Steve Duggan settled into his seat on an Aer Lingus flight,
sleep on his mind. Suddenly he heard a voice: "Good morning,
Eamonn Coghlan here." Duggan immediately recognized Ireland's
greatest track hero. "We had met only briefly before," says
Duggan, whom Coghlan nevertheless remembered as owning a
Manhattan pub. "He gave up his seat in first class and came back
to sit down next to me, and before I knew it, we were talking
like old friends." After Coghlan, who had retired from running
three years earlier, explained that he was now working as a
fund-raiser, Duggan readily offered his bar for a charity event
in conjunction with the New York City Marathon.
This is an article from the Feb. 22, 1999 issue
That was in 1993. Since then the numerous events--from dances
and dinners to cycling races and golf tournaments--run by
Coghlan and his staff have raised $5 million a year for Our Lady
of Sick Children Hospital in Dublin, where Coghlan serves as the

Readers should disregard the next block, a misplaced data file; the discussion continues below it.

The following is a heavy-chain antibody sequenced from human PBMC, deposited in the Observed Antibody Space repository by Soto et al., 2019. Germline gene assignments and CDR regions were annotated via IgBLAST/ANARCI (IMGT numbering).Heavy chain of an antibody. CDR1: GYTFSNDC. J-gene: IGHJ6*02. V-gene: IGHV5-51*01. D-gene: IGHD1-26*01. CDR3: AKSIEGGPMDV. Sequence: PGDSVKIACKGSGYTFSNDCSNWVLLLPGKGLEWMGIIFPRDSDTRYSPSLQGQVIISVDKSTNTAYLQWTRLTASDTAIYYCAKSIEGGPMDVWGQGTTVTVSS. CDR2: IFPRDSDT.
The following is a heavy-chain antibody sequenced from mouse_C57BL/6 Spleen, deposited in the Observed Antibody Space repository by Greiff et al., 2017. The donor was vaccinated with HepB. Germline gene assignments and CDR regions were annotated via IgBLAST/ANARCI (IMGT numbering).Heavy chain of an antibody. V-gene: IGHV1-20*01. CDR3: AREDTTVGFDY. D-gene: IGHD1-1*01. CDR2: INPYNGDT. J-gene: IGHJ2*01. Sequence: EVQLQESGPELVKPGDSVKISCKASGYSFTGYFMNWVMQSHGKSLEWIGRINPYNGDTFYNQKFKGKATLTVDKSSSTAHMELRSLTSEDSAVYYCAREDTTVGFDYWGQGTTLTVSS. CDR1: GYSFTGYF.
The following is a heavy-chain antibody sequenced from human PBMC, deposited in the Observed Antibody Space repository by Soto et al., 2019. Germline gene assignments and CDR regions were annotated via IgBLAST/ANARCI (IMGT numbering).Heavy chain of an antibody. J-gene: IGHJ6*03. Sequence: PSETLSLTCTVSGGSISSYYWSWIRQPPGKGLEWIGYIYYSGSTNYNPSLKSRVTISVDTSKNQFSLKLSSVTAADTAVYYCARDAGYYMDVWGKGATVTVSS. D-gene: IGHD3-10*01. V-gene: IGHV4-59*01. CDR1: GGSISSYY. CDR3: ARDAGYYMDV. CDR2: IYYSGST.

marketing and communications director.
In 1971 an 18-year-old Coghlan left Ireland for Villanova and
quickly established himself as one of the best middle-distance
runners in the world. His lasting legacy is in the indoor mile.
The Chairman of the Boards, as he was known, set the world mark
in that event in '79 with a 3:52.6 and bettered it in '83 with a
3:49.78, which stood for 14 years. In seven of his 14
appearances at the Millrose Games at Madison Square Garden he
won the famed Wanamaker Mile, including a still-standing record
of 3:53.0 in 1981. This month he was one of five inaugural
inductees into the Millrose Hall of Fame.
Coghlan's current job seems perfect for his engaging
personality--he thrives when constantly busy, on the phone,
traveling, meeting people--but he turned the position down when
it was first offered. "I said, 'No way,'" says Coghlan. "I saw
how hard the fund-raisers were working." Instead, he became
chief executive of the Irish Track and Field Federation, a
position his father, Bill, had held. Within six months, however,
Coghlan found the politics at the federation suffocating and
quit, and in 1992 began working at the hospital.
The job has grown on Coghlan, who lives in Dublin with his wife,
Yvonne, and their four children, Suzanne, 20; Eamonn, 17;
Michael, 11; and John, 10. "The name I made on the track really
gave me a jump start in this career," he says. "I have been very
lucky to have a job that lets me keep up with all my old friends."